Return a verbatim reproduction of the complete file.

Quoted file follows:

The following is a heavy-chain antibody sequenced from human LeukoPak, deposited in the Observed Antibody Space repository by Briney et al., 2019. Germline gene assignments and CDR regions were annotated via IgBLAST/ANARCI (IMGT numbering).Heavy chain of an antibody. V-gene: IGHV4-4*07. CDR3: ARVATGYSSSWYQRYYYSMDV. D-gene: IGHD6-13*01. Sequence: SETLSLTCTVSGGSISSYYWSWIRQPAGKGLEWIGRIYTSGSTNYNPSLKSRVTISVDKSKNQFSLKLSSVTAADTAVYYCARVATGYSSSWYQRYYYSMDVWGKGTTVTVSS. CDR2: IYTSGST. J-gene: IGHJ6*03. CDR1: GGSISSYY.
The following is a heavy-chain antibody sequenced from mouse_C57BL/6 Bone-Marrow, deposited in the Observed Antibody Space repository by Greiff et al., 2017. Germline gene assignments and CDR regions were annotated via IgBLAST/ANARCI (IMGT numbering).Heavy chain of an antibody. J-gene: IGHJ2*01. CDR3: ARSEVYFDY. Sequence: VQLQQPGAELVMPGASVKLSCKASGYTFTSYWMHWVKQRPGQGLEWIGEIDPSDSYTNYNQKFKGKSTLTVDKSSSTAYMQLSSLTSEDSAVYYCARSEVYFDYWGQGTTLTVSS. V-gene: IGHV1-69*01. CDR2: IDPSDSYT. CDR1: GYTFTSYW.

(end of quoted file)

The following is a heavy-chain antibody sequenced from human LeukoPak, deposited in the Observed Antibody Space repository by Briney et al., 2019. Germline gene assignments and CDR regions were annotated via IgBLAST/ANARCI (IMGT numbering).Heavy chain of an antibody. V-gene: IGHV4-4*07. CDR3: ARVATGYSSSWYQRYYYSMDV. D-gene: IGHD6-13*01. Sequence: SETLSLTCTVSGGSISSYYWSWIRQPAGKGLEWIGRIYTSGSTNYNPSLKSRVTISVDKSKNQFSLKLSSVTAADTAVYYCARVATGYSSSWYQRYYYSMDVWGKGTTVTVSS. CDR2: IYTSGST. J-gene: IGHJ6*03. CDR1: GGSISSYY.
The following is a heavy-chain antibody sequenced from mouse_C57BL/6 Bone-Marrow, deposited in the Observed Antibody Space repository by Greiff et al., 2017. Germline gene assignments and CDR regions were annotated via IgBLAST/ANARCI (IMGT numbering).Heavy chain of an antibody. J-gene: IGHJ2*01. CDR3: ARSEVYFDY. Sequence: VQLQQPGAELVMPGASVKLSCKASGYTFTSYWMHWVKQRPGQGLEWIGEIDPSDSYTNYNQKFKGKSTLTVDKSSSTAYMQLSSLTSEDSAVYYCARSEVYFDYWGQGTTLTVSS. V-gene: IGHV1-69*01. CDR2: IDPSDSYT. CDR1: GYTFTSYW.